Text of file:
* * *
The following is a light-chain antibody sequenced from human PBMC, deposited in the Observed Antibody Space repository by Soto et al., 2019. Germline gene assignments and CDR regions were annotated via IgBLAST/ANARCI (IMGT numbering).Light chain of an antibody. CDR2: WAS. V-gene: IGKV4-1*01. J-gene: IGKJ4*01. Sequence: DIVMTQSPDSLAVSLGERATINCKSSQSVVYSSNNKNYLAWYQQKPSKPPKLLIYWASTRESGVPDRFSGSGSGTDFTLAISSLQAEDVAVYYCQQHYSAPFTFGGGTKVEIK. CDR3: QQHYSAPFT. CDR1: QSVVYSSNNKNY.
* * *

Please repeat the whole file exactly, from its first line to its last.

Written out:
The following is a light-chain antibody sequenced from human PBMC, deposited in the Observed Antibody Space repository by Soto et al., 2019. Germline gene assignments and CDR regions were annotated via IgBLAST/ANARCI (IMGT numbering).Light chain of an antibody. CDR2: WAS. V-gene: IGKV4-1*01. J-gene: IGKJ4*01. Sequence: DIVMTQSPDSLAVSLGERATINCKSSQSVVYSSNNKNYLAWYQQKPSKPPKLLIYWASTRESGVPDRFSGSGSGTDFTLAISSLQAEDVAVYYCQQHYSAPFTFGGGTKVEIK. CDR3: QQHYSAPFT. CDR1: QSVVYSSNNKNY.